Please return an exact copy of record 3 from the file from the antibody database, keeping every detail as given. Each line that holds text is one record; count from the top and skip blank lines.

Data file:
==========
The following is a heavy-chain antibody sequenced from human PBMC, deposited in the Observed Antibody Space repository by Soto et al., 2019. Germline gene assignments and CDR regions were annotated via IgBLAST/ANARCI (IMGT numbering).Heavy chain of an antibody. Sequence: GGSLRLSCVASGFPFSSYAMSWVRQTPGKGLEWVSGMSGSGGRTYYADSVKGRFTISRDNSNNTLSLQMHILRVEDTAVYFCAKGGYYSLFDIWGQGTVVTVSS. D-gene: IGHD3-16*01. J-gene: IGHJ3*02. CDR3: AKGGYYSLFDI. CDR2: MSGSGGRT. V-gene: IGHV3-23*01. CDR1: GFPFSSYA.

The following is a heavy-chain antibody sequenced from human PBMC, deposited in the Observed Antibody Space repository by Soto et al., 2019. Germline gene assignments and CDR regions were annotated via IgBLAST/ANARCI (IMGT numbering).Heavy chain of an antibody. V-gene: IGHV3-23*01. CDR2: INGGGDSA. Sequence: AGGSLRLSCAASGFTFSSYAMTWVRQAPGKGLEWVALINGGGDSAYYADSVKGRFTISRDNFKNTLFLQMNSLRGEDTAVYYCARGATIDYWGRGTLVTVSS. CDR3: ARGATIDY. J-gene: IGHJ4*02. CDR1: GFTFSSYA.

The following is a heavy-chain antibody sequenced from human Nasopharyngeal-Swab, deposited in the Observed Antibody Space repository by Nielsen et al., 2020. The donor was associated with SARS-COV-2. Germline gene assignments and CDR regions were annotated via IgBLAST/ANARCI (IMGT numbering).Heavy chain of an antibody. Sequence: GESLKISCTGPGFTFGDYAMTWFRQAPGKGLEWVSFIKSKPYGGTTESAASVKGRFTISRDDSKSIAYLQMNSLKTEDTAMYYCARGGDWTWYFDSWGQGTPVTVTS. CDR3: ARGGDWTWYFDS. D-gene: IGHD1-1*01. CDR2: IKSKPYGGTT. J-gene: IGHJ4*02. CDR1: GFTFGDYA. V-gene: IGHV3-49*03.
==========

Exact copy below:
The following is a heavy-chain antibody sequenced from human Nasopharyngeal-Swab, deposited in the Observed Antibody Space repository by Nielsen et al., 2020. The donor was associated with SARS-COV-2. Germline gene assignments and CDR regions were annotated via IgBLAST/ANARCI (IMGT numbering).Heavy chain of an antibody. Sequence: GESLKISCTGPGFTFGDYAMTWFRQAPGKGLEWVSFIKSKPYGGTTESAASVKGRFTISRDDSKSIAYLQMNSLKTEDTAMYYCARGGDWTWYFDSWGQGTPVTVTS. CDR3: ARGGDWTWYFDS. D-gene: IGHD1-1*01. CDR2: IKSKPYGGTT. J-gene: IGHJ4*02. CDR1: GFTFGDYA. V-gene: IGHV3-49*03.